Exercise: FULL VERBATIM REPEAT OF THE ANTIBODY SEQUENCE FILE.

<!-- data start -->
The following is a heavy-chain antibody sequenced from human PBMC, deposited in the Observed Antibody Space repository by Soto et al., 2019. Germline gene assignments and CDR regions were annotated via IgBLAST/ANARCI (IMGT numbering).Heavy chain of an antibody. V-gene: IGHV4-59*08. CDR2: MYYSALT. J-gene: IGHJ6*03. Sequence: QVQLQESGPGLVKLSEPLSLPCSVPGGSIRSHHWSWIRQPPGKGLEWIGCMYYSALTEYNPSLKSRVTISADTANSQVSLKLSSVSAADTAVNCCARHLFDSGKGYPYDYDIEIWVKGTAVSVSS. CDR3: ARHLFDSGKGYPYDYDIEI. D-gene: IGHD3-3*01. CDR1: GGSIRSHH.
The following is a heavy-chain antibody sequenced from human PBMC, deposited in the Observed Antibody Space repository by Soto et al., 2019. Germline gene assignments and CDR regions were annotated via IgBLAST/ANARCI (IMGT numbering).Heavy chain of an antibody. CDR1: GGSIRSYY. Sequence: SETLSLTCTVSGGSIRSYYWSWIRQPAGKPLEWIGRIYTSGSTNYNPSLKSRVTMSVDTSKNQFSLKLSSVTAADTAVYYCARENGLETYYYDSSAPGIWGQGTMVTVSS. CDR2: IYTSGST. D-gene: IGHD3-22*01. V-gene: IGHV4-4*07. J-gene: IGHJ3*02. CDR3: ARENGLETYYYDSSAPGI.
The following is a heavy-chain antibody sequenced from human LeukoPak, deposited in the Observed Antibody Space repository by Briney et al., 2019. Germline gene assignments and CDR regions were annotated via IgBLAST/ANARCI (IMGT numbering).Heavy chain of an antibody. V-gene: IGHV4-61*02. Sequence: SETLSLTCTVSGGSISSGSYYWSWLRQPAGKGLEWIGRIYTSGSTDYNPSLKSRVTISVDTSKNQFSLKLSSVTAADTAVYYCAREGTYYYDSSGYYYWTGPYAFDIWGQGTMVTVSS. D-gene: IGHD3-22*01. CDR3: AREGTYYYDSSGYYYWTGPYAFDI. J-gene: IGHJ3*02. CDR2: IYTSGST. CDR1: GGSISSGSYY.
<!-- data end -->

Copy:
The following is a heavy-chain antibody sequenced from human PBMC, deposited in the Observed Antibody Space repository by Soto et al., 2019. Germline gene assignments and CDR regions were annotated via IgBLAST/ANARCI (IMGT numbering).Heavy chain of an antibody. V-gene: IGHV4-59*08. CDR2: MYYSALT. J-gene: IGHJ6*03. Sequence: QVQLQESGPGLVKLSEPLSLPCSVPGGSIRSHHWSWIRQPPGKGLEWIGCMYYSALTEYNPSLKSRVTISADTANSQVSLKLSSVSAADTAVNCCARHLFDSGKGYPYDYDIEIWVKGTAVSVSS. CDR3: ARHLFDSGKGYPYDYDIEI. D-gene: IGHD3-3*01. CDR1: GGSIRSHH.
The following is a heavy-chain antibody sequenced from human PBMC, deposited in the Observed Antibody Space repository by Soto et al., 2019. Germline gene assignments and CDR regions were annotated via IgBLAST/ANARCI (IMGT numbering).Heavy chain of an antibody. CDR1: GGSIRSYY. Sequence: SETLSLTCTVSGGSIRSYYWSWIRQPAGKPLEWIGRIYTSGSTNYNPSLKSRVTMSVDTSKNQFSLKLSSVTAADTAVYYCARENGLETYYYDSSAPGIWGQGTMVTVSS. CDR2: IYTSGST. D-gene: IGHD3-22*01. V-gene: IGHV4-4*07. J-gene: IGHJ3*02. CDR3: ARENGLETYYYDSSAPGI.
The following is a heavy-chain antibody sequenced from human LeukoPak, deposited in the Observed Antibody Space repository by Briney et al., 2019. Germline gene assignments and CDR regions were annotated via IgBLAST/ANARCI (IMGT numbering).Heavy chain of an antibody. V-gene: IGHV4-61*02. Sequence: SETLSLTCTVSGGSISSGSYYWSWLRQPAGKGLEWIGRIYTSGSTDYNPSLKSRVTISVDTSKNQFSLKLSSVTAADTAVYYCAREGTYYYDSSGYYYWTGPYAFDIWGQGTMVTVSS. D-gene: IGHD3-22*01. CDR3: AREGTYYYDSSGYYYWTGPYAFDI. J-gene: IGHJ3*02. CDR2: IYTSGST. CDR1: GGSISSGSYY.